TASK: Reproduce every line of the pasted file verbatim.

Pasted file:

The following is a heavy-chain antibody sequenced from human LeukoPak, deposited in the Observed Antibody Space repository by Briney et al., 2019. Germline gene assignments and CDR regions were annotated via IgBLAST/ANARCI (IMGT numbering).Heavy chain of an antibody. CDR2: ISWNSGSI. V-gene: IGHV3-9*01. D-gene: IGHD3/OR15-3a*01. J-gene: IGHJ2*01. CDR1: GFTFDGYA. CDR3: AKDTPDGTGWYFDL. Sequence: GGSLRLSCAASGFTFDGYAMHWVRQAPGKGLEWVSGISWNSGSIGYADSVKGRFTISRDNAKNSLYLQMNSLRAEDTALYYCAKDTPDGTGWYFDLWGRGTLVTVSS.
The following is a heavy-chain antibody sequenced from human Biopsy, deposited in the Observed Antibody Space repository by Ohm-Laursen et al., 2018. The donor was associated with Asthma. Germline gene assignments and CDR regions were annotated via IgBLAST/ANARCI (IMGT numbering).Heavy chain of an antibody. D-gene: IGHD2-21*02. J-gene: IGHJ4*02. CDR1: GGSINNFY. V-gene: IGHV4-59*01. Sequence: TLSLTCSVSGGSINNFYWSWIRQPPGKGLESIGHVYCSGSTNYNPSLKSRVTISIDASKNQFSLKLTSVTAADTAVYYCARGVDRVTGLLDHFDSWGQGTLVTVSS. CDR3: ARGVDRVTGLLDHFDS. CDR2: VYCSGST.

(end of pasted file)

The following is a heavy-chain antibody sequenced from human LeukoPak, deposited in the Observed Antibody Space repository by Briney et al., 2019. Germline gene assignments and CDR regions were annotated via IgBLAST/ANARCI (IMGT numbering).Heavy chain of an antibody. CDR2: ISWNSGSI. V-gene: IGHV3-9*01. D-gene: IGHD3/OR15-3a*01. J-gene: IGHJ2*01. CDR1: GFTFDGYA. CDR3: AKDTPDGTGWYFDL. Sequence: GGSLRLSCAASGFTFDGYAMHWVRQAPGKGLEWVSGISWNSGSIGYADSVKGRFTISRDNAKNSLYLQMNSLRAEDTALYYCAKDTPDGTGWYFDLWGRGTLVTVSS.
The following is a heavy-chain antibody sequenced from human Biopsy, deposited in the Observed Antibody Space repository by Ohm-Laursen et al., 2018. The donor was associated with Asthma. Germline gene assignments and CDR regions were annotated via IgBLAST/ANARCI (IMGT numbering).Heavy chain of an antibody. D-gene: IGHD2-21*02. J-gene: IGHJ4*02. CDR1: GGSINNFY. V-gene: IGHV4-59*01. Sequence: TLSLTCSVSGGSINNFYWSWIRQPPGKGLESIGHVYCSGSTNYNPSLKSRVTISIDASKNQFSLKLTSVTAADTAVYYCARGVDRVTGLLDHFDSWGQGTLVTVSS. CDR3: ARGVDRVTGLLDHFDS. CDR2: VYCSGST.